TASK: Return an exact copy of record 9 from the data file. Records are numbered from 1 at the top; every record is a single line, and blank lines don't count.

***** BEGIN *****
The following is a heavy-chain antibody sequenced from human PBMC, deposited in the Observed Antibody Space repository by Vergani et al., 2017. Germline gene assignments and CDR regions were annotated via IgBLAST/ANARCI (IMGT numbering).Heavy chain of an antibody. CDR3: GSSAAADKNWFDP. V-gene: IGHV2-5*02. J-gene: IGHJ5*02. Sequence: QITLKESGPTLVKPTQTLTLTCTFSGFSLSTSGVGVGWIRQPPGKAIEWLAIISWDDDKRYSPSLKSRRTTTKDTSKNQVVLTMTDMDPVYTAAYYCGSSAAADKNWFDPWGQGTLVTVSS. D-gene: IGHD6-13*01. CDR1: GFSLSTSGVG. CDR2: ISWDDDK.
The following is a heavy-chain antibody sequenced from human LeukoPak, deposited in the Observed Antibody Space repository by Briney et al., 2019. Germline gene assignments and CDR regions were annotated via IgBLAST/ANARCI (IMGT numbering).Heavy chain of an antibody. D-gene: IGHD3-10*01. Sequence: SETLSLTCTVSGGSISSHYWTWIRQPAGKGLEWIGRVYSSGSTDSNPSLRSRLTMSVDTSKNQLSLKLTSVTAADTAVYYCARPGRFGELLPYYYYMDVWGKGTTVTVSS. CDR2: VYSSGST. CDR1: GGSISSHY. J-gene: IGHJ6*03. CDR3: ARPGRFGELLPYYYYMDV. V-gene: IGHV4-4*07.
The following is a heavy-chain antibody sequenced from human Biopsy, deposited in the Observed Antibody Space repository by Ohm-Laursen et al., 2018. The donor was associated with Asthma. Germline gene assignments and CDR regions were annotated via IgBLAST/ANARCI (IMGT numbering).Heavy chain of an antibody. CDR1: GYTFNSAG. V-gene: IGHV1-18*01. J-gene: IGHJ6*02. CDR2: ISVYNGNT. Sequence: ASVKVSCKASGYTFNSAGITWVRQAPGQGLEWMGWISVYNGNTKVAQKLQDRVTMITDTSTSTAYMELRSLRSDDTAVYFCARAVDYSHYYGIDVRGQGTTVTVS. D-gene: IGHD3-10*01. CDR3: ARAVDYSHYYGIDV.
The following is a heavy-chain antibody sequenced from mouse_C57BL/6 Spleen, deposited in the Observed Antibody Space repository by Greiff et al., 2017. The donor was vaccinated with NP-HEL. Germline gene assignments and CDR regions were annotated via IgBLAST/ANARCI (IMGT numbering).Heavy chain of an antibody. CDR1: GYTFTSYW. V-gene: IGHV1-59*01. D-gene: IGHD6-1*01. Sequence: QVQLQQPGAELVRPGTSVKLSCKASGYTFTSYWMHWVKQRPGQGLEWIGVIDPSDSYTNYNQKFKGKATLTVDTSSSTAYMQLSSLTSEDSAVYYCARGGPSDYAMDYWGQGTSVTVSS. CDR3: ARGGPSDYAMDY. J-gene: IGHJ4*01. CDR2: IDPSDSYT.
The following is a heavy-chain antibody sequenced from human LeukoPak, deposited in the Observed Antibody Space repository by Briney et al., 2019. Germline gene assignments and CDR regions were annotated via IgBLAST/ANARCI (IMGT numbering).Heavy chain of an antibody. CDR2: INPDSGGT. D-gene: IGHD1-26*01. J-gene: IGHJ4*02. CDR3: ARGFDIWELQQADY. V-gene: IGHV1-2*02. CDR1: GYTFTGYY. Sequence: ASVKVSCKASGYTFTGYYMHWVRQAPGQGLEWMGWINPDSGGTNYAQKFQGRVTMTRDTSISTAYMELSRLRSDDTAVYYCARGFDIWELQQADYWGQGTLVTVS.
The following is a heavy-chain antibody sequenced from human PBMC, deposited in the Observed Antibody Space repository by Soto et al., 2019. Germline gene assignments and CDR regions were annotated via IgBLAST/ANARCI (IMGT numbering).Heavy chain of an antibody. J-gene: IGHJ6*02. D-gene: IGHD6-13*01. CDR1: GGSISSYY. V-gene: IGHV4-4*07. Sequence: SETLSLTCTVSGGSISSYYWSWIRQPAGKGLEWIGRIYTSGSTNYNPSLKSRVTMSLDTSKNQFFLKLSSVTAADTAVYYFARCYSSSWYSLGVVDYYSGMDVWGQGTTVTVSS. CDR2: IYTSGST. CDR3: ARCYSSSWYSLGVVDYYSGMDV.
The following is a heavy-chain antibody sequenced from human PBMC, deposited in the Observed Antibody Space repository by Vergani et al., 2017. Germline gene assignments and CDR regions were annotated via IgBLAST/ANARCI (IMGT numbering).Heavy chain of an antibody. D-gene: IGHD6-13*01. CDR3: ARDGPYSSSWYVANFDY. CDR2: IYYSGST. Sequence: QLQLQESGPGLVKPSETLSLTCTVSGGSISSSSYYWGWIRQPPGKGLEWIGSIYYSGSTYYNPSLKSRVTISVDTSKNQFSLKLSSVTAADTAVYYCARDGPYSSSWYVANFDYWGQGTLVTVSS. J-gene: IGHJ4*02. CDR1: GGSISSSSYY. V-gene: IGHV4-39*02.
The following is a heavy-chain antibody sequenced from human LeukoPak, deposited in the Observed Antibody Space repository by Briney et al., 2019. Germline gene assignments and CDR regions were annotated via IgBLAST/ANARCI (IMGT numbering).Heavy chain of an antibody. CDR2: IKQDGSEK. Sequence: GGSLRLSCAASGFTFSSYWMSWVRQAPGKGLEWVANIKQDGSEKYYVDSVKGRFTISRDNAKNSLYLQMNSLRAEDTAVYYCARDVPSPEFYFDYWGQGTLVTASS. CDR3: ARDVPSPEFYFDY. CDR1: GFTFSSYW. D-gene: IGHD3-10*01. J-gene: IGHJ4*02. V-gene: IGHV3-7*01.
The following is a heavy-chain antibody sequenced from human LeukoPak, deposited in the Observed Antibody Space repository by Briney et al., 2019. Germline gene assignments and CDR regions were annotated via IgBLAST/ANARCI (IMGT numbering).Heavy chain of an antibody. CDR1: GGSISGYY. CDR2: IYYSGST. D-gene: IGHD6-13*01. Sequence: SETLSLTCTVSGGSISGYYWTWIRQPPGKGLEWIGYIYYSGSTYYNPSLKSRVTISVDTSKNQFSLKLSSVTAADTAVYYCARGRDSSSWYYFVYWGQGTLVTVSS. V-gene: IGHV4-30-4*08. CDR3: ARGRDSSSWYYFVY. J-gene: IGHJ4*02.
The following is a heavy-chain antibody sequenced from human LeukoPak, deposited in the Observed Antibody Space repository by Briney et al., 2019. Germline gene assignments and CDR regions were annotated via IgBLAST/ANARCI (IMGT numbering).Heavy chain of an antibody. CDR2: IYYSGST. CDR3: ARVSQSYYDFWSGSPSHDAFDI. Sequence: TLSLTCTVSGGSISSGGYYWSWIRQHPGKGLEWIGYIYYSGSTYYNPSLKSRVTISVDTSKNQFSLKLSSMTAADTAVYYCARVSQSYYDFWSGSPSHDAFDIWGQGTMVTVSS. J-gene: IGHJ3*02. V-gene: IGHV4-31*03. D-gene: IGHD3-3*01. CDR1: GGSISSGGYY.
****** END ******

The following is a heavy-chain antibody sequenced from human LeukoPak, deposited in the Observed Antibody Space repository by Briney et al., 2019. Germline gene assignments and CDR regions were annotated via IgBLAST/ANARCI (IMGT numbering).Heavy chain of an antibody. CDR1: GGSISGYY. CDR2: IYYSGST. D-gene: IGHD6-13*01. Sequence: SETLSLTCTVSGGSISGYYWTWIRQPPGKGLEWIGYIYYSGSTYYNPSLKSRVTISVDTSKNQFSLKLSSVTAADTAVYYCARGRDSSSWYYFVYWGQGTLVTVSS. V-gene: IGHV4-30-4*08. CDR3: ARGRDSSSWYYFVY. J-gene: IGHJ4*02.